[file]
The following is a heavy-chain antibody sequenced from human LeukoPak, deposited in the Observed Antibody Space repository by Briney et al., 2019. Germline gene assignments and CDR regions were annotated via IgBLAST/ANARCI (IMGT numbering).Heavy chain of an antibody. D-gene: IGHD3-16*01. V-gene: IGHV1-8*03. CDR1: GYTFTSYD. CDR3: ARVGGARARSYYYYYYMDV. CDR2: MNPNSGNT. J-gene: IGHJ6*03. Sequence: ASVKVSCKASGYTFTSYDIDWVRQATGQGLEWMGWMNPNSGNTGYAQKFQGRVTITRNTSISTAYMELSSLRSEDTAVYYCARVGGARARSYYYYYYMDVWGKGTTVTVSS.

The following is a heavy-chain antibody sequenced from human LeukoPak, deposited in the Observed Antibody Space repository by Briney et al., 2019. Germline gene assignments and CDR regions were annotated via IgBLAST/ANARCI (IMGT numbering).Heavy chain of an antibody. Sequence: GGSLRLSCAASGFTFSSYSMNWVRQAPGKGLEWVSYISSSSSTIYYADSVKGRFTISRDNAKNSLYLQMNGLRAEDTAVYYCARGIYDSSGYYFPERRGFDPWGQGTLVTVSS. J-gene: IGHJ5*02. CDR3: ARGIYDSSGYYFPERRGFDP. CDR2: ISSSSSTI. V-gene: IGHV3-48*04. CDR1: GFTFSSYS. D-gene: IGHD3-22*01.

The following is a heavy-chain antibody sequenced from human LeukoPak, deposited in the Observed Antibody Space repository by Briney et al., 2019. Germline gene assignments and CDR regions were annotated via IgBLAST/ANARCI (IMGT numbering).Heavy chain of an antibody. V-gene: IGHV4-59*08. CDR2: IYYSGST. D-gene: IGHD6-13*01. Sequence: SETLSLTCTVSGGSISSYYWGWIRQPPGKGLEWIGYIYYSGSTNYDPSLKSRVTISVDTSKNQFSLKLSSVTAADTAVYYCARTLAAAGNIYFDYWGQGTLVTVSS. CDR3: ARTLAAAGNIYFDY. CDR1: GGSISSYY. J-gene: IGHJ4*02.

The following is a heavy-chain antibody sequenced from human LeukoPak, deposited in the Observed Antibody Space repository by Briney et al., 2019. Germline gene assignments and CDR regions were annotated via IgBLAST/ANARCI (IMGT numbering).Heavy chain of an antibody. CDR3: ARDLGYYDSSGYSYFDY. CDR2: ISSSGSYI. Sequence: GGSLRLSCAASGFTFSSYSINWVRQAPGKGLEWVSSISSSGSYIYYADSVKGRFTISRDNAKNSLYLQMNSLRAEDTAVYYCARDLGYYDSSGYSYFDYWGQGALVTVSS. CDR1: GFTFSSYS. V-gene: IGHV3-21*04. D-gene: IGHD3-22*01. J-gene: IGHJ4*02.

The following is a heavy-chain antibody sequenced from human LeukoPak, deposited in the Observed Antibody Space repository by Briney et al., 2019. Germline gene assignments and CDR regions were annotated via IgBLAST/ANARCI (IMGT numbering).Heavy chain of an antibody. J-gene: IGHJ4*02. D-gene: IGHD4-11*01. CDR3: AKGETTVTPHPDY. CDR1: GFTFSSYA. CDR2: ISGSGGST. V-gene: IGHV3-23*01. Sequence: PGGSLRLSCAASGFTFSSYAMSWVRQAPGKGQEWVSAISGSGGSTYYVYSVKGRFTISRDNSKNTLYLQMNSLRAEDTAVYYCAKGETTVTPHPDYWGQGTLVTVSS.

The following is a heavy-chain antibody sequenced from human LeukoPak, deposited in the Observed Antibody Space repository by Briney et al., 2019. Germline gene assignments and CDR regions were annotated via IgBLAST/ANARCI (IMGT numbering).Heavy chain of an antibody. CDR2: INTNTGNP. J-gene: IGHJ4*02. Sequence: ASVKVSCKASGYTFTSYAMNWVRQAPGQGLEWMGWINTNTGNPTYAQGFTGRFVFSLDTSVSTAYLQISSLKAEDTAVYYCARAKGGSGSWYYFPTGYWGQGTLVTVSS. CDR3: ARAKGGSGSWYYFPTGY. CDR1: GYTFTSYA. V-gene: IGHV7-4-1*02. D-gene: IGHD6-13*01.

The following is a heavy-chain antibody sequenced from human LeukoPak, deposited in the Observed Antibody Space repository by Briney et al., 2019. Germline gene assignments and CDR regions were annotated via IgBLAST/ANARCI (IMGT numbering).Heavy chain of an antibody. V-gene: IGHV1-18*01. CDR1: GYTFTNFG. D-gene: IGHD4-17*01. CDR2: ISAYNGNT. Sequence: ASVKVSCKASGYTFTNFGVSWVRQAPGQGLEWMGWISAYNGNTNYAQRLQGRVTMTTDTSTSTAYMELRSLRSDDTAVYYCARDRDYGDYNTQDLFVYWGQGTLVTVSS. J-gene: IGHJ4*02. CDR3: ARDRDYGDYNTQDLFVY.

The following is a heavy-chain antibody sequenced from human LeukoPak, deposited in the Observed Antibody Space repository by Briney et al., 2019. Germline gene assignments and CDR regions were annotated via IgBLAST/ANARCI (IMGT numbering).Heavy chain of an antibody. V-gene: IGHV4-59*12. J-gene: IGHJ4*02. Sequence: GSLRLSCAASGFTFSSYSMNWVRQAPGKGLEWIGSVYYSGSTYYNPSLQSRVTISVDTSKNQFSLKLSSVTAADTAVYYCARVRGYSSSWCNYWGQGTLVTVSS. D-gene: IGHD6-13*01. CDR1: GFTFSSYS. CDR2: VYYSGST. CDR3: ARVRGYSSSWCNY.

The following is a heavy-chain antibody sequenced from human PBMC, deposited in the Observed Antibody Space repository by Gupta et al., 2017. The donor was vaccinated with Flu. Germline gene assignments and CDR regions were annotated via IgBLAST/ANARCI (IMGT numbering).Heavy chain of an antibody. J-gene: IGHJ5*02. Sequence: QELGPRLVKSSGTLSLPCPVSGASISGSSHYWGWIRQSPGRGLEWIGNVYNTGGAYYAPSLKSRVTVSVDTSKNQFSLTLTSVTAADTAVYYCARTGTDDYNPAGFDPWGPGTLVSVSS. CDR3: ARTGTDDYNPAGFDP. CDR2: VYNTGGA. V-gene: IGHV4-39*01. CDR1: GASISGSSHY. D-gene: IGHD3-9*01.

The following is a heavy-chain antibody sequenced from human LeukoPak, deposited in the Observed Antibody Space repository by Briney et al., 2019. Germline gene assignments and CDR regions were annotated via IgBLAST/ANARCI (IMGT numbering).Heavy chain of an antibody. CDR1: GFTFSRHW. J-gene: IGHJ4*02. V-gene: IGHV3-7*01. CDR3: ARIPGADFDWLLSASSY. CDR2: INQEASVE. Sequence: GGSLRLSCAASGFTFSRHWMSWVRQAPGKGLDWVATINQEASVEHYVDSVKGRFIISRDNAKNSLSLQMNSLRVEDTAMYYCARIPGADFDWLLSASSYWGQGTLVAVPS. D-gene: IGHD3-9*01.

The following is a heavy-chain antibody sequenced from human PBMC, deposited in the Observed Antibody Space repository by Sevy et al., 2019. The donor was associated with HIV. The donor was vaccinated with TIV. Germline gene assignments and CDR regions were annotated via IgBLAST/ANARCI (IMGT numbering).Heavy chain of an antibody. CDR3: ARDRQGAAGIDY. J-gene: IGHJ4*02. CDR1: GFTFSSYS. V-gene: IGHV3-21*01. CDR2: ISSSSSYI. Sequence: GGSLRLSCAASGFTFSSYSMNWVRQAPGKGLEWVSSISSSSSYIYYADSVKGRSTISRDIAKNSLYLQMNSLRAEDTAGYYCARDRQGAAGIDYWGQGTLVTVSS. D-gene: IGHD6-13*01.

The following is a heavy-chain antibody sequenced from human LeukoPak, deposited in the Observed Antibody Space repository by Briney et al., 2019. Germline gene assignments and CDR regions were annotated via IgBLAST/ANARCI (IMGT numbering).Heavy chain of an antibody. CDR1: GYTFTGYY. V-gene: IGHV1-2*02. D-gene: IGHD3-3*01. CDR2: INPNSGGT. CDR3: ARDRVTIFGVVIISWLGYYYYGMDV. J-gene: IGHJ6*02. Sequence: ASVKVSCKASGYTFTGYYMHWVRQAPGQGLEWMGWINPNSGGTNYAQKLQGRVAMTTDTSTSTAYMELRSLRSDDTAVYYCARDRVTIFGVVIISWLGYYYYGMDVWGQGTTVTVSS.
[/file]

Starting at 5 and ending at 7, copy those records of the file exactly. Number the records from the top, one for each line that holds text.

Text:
The following is a heavy-chain antibody sequenced from human LeukoPak, deposited in the Observed Antibody Space repository by Briney et al., 2019. Germline gene assignments and CDR regions were annotated via IgBLAST/ANARCI (IMGT numbering).Heavy chain of an antibody. J-gene: IGHJ4*02. D-gene: IGHD4-11*01. CDR3: AKGETTVTPHPDY. CDR1: GFTFSSYA. CDR2: ISGSGGST. V-gene: IGHV3-23*01. Sequence: PGGSLRLSCAASGFTFSSYAMSWVRQAPGKGQEWVSAISGSGGSTYYVYSVKGRFTISRDNSKNTLYLQMNSLRAEDTAVYYCAKGETTVTPHPDYWGQGTLVTVSS.

The following is a heavy-chain antibody sequenced from human LeukoPak, deposited in the Observed Antibody Space repository by Briney et al., 2019. Germline gene assignments and CDR regions were annotated via IgBLAST/ANARCI (IMGT numbering).Heavy chain of an antibody. CDR2: INTNTGNP. J-gene: IGHJ4*02. Sequence: ASVKVSCKASGYTFTSYAMNWVRQAPGQGLEWMGWINTNTGNPTYAQGFTGRFVFSLDTSVSTAYLQISSLKAEDTAVYYCARAKGGSGSWYYFPTGYWGQGTLVTVSS. CDR3: ARAKGGSGSWYYFPTGY. CDR1: GYTFTSYA. V-gene: IGHV7-4-1*02. D-gene: IGHD6-13*01.

The following is a heavy-chain antibody sequenced from human LeukoPak, deposited in the Observed Antibody Space repository by Briney et al., 2019. Germline gene assignments and CDR regions were annotated via IgBLAST/ANARCI (IMGT numbering).Heavy chain of an antibody. V-gene: IGHV1-18*01. CDR1: GYTFTNFG. D-gene: IGHD4-17*01. CDR2: ISAYNGNT. Sequence: ASVKVSCKASGYTFTNFGVSWVRQAPGQGLEWMGWISAYNGNTNYAQRLQGRVTMTTDTSTSTAYMELRSLRSDDTAVYYCARDRDYGDYNTQDLFVYWGQGTLVTVSS. J-gene: IGHJ4*02. CDR3: ARDRDYGDYNTQDLFVY.